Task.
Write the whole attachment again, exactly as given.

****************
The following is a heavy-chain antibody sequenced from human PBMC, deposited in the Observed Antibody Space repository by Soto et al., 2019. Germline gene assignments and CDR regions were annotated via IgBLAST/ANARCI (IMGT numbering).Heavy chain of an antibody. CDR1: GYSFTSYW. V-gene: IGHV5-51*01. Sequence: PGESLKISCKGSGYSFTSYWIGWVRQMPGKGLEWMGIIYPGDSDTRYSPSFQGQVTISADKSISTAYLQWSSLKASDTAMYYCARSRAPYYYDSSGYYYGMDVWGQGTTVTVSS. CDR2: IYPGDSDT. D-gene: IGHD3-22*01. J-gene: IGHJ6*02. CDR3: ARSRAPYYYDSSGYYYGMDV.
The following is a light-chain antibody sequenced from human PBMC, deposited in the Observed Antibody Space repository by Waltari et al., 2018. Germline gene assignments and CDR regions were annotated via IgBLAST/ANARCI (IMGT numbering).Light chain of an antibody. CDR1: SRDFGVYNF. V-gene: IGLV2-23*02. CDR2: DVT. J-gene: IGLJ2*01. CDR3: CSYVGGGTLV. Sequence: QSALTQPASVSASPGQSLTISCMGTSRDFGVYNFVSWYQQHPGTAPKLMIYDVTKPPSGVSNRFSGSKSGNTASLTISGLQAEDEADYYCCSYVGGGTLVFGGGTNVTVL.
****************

The following is a heavy-chain antibody sequenced from human PBMC, deposited in the Observed Antibody Space repository by Soto et al., 2019. Germline gene assignments and CDR regions were annotated via IgBLAST/ANARCI (IMGT numbering).Heavy chain of an antibody. CDR1: GYSFTSYW. V-gene: IGHV5-51*01. Sequence: PGESLKISCKGSGYSFTSYWIGWVRQMPGKGLEWMGIIYPGDSDTRYSPSFQGQVTISADKSISTAYLQWSSLKASDTAMYYCARSRAPYYYDSSGYYYGMDVWGQGTTVTVSS. CDR2: IYPGDSDT. D-gene: IGHD3-22*01. J-gene: IGHJ6*02. CDR3: ARSRAPYYYDSSGYYYGMDV.
The following is a light-chain antibody sequenced from human PBMC, deposited in the Observed Antibody Space repository by Waltari et al., 2018. Germline gene assignments and CDR regions were annotated via IgBLAST/ANARCI (IMGT numbering).Light chain of an antibody. CDR1: SRDFGVYNF. V-gene: IGLV2-23*02. CDR2: DVT. J-gene: IGLJ2*01. CDR3: CSYVGGGTLV. Sequence: QSALTQPASVSASPGQSLTISCMGTSRDFGVYNFVSWYQQHPGTAPKLMIYDVTKPPSGVSNRFSGSKSGNTASLTISGLQAEDEADYYCCSYVGGGTLVFGGGTNVTVL.